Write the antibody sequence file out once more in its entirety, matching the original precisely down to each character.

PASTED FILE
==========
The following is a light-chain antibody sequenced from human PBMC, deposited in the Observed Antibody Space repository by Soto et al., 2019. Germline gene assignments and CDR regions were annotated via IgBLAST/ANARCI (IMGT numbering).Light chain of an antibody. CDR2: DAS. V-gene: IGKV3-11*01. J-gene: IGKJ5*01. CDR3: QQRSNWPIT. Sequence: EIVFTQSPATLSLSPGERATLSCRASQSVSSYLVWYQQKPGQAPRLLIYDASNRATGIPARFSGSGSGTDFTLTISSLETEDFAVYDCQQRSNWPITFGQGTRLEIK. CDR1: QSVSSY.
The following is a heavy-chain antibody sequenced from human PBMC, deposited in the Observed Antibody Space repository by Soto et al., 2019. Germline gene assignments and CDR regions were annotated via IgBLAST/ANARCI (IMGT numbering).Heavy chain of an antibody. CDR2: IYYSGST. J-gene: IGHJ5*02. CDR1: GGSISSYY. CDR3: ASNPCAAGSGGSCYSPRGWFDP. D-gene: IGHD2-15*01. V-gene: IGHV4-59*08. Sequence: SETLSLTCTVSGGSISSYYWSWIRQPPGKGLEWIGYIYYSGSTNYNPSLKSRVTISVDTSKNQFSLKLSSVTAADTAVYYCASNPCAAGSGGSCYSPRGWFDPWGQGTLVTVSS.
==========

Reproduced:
The following is a light-chain antibody sequenced from human PBMC, deposited in the Observed Antibody Space repository by Soto et al., 2019. Germline gene assignments and CDR regions were annotated via IgBLAST/ANARCI (IMGT numbering).Light chain of an antibody. CDR2: DAS. V-gene: IGKV3-11*01. J-gene: IGKJ5*01. CDR3: QQRSNWPIT. Sequence: EIVFTQSPATLSLSPGERATLSCRASQSVSSYLVWYQQKPGQAPRLLIYDASNRATGIPARFSGSGSGTDFTLTISSLETEDFAVYDCQQRSNWPITFGQGTRLEIK. CDR1: QSVSSY.
The following is a heavy-chain antibody sequenced from human PBMC, deposited in the Observed Antibody Space repository by Soto et al., 2019. Germline gene assignments and CDR regions were annotated via IgBLAST/ANARCI (IMGT numbering).Heavy chain of an antibody. CDR2: IYYSGST. J-gene: IGHJ5*02. CDR1: GGSISSYY. CDR3: ASNPCAAGSGGSCYSPRGWFDP. D-gene: IGHD2-15*01. V-gene: IGHV4-59*08. Sequence: SETLSLTCTVSGGSISSYYWSWIRQPPGKGLEWIGYIYYSGSTNYNPSLKSRVTISVDTSKNQFSLKLSSVTAADTAVYYCASNPCAAGSGGSCYSPRGWFDPWGQGTLVTVSS.